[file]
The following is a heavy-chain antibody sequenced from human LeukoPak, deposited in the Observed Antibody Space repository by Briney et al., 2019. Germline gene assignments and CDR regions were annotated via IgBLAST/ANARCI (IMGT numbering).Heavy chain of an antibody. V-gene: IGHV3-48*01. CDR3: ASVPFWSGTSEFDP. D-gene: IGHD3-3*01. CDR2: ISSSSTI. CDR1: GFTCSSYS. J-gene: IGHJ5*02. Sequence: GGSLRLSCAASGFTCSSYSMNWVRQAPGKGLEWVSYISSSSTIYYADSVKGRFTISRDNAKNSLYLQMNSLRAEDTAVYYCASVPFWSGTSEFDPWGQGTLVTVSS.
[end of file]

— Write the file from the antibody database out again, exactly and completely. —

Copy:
The following is a heavy-chain antibody sequenced from human LeukoPak, deposited in the Observed Antibody Space repository by Briney et al., 2019. Germline gene assignments and CDR regions were annotated via IgBLAST/ANARCI (IMGT numbering).Heavy chain of an antibody. V-gene: IGHV3-48*01. CDR3: ASVPFWSGTSEFDP. D-gene: IGHD3-3*01. CDR2: ISSSSTI. CDR1: GFTCSSYS. J-gene: IGHJ5*02. Sequence: GGSLRLSCAASGFTCSSYSMNWVRQAPGKGLEWVSYISSSSTIYYADSVKGRFTISRDNAKNSLYLQMNSLRAEDTAVYYCASVPFWSGTSEFDPWGQGTLVTVSS.